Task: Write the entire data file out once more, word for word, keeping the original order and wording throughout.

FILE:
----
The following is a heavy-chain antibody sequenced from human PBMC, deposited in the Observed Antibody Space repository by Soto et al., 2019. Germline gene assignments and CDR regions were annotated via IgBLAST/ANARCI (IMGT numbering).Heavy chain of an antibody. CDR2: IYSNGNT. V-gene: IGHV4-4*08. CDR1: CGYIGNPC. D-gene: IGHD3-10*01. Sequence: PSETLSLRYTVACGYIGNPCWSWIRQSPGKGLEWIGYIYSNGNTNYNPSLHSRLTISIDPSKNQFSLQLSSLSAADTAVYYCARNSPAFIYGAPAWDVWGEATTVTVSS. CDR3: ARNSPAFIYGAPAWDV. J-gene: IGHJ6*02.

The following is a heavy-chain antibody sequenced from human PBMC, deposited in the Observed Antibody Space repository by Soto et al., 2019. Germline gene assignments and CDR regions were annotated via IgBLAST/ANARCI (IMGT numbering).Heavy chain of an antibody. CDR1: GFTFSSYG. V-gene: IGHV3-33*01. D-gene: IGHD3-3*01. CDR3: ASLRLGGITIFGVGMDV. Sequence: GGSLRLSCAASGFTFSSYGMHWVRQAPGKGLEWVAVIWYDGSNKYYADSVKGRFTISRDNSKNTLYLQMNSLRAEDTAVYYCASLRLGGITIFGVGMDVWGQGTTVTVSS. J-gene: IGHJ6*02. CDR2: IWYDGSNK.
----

The following is a heavy-chain antibody sequenced from human PBMC, deposited in the Observed Antibody Space repository by Soto et al., 2019. Germline gene assignments and CDR regions were annotated via IgBLAST/ANARCI (IMGT numbering).Heavy chain of an antibody. CDR2: IYSNGNT. V-gene: IGHV4-4*08. CDR1: CGYIGNPC. D-gene: IGHD3-10*01. Sequence: PSETLSLRYTVACGYIGNPCWSWIRQSPGKGLEWIGYIYSNGNTNYNPSLHSRLTISIDPSKNQFSLQLSSLSAADTAVYYCARNSPAFIYGAPAWDVWGEATTVTVSS. CDR3: ARNSPAFIYGAPAWDV. J-gene: IGHJ6*02.

The following is a heavy-chain antibody sequenced from human PBMC, deposited in the Observed Antibody Space repository by Soto et al., 2019. Germline gene assignments and CDR regions were annotated via IgBLAST/ANARCI (IMGT numbering).Heavy chain of an antibody. CDR1: GFTFSSYG. V-gene: IGHV3-33*01. D-gene: IGHD3-3*01. CDR3: ASLRLGGITIFGVGMDV. Sequence: GGSLRLSCAASGFTFSSYGMHWVRQAPGKGLEWVAVIWYDGSNKYYADSVKGRFTISRDNSKNTLYLQMNSLRAEDTAVYYCASLRLGGITIFGVGMDVWGQGTTVTVSS. J-gene: IGHJ6*02. CDR2: IWYDGSNK.